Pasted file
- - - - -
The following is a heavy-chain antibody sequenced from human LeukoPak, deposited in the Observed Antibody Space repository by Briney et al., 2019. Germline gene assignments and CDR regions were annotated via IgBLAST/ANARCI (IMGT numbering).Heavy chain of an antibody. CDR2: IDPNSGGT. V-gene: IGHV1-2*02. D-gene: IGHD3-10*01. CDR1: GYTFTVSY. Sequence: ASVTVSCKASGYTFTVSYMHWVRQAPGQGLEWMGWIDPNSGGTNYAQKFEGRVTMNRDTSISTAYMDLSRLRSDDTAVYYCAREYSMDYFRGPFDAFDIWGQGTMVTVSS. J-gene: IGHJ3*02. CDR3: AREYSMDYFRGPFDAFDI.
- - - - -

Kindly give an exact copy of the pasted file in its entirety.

The following is a heavy-chain antibody sequenced from human LeukoPak, deposited in the Observed Antibody Space repository by Briney et al., 2019. Germline gene assignments and CDR regions were annotated via IgBLAST/ANARCI (IMGT numbering).Heavy chain of an antibody. CDR2: IDPNSGGT. V-gene: IGHV1-2*02. D-gene: IGHD3-10*01. CDR1: GYTFTVSY. Sequence: ASVTVSCKASGYTFTVSYMHWVRQAPGQGLEWMGWIDPNSGGTNYAQKFEGRVTMNRDTSISTAYMDLSRLRSDDTAVYYCAREYSMDYFRGPFDAFDIWGQGTMVTVSS. J-gene: IGHJ3*02. CDR3: AREYSMDYFRGPFDAFDI.